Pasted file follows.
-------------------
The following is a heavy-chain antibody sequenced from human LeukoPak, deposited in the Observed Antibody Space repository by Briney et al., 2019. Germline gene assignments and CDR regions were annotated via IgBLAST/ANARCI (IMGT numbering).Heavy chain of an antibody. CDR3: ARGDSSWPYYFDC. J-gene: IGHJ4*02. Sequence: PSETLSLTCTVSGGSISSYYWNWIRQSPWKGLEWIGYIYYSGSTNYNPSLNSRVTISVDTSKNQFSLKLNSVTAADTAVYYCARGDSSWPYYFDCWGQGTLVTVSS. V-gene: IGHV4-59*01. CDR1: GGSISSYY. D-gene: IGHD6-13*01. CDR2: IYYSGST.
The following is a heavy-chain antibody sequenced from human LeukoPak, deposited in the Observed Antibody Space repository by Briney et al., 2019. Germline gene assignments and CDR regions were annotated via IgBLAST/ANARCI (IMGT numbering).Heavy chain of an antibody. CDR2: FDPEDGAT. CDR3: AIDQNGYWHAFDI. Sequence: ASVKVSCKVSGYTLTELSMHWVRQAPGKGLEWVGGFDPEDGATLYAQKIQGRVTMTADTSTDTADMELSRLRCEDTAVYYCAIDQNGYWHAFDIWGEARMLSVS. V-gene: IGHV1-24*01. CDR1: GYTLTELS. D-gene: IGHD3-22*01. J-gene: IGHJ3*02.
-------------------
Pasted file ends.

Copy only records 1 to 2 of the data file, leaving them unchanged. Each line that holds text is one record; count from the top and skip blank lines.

The following is a heavy-chain antibody sequenced from human LeukoPak, deposited in the Observed Antibody Space repository by Briney et al., 2019. Germline gene assignments and CDR regions were annotated via IgBLAST/ANARCI (IMGT numbering).Heavy chain of an antibody. CDR3: ARGDSSWPYYFDC. J-gene: IGHJ4*02. Sequence: PSETLSLTCTVSGGSISSYYWNWIRQSPWKGLEWIGYIYYSGSTNYNPSLNSRVTISVDTSKNQFSLKLNSVTAADTAVYYCARGDSSWPYYFDCWGQGTLVTVSS. V-gene: IGHV4-59*01. CDR1: GGSISSYY. D-gene: IGHD6-13*01. CDR2: IYYSGST.
The following is a heavy-chain antibody sequenced from human LeukoPak, deposited in the Observed Antibody Space repository by Briney et al., 2019. Germline gene assignments and CDR regions were annotated via IgBLAST/ANARCI (IMGT numbering).Heavy chain of an antibody. CDR2: FDPEDGAT. CDR3: AIDQNGYWHAFDI. Sequence: ASVKVSCKVSGYTLTELSMHWVRQAPGKGLEWVGGFDPEDGATLYAQKIQGRVTMTADTSTDTADMELSRLRCEDTAVYYCAIDQNGYWHAFDIWGEARMLSVS. V-gene: IGHV1-24*01. CDR1: GYTLTELS. D-gene: IGHD3-22*01. J-gene: IGHJ3*02.